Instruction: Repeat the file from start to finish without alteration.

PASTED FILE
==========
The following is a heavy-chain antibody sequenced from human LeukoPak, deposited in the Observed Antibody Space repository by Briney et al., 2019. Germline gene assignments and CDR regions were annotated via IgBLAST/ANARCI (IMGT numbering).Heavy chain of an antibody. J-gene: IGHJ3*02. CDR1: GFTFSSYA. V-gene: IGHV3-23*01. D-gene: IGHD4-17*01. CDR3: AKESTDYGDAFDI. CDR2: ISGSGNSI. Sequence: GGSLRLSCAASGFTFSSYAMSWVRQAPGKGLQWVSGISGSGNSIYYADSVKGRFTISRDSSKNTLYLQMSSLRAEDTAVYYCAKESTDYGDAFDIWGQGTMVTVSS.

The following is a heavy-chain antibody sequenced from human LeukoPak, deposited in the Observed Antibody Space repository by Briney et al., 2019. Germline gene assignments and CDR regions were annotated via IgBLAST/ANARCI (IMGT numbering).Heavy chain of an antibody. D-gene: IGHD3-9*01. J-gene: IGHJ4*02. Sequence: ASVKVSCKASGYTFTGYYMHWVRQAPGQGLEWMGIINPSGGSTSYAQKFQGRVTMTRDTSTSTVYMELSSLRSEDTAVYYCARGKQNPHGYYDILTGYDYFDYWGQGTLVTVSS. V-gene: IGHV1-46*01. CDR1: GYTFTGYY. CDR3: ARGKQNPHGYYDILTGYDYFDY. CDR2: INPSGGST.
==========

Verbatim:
The following is a heavy-chain antibody sequenced from human LeukoPak, deposited in the Observed Antibody Space repository by Briney et al., 2019. Germline gene assignments and CDR regions were annotated via IgBLAST/ANARCI (IMGT numbering).Heavy chain of an antibody. J-gene: IGHJ3*02. CDR1: GFTFSSYA. V-gene: IGHV3-23*01. D-gene: IGHD4-17*01. CDR3: AKESTDYGDAFDI. CDR2: ISGSGNSI. Sequence: GGSLRLSCAASGFTFSSYAMSWVRQAPGKGLQWVSGISGSGNSIYYADSVKGRFTISRDSSKNTLYLQMSSLRAEDTAVYYCAKESTDYGDAFDIWGQGTMVTVSS.

The following is a heavy-chain antibody sequenced from human LeukoPak, deposited in the Observed Antibody Space repository by Briney et al., 2019. Germline gene assignments and CDR regions were annotated via IgBLAST/ANARCI (IMGT numbering).Heavy chain of an antibody. D-gene: IGHD3-9*01. J-gene: IGHJ4*02. Sequence: ASVKVSCKASGYTFTGYYMHWVRQAPGQGLEWMGIINPSGGSTSYAQKFQGRVTMTRDTSTSTVYMELSSLRSEDTAVYYCARGKQNPHGYYDILTGYDYFDYWGQGTLVTVSS. V-gene: IGHV1-46*01. CDR1: GYTFTGYY. CDR3: ARGKQNPHGYYDILTGYDYFDY. CDR2: INPSGGST.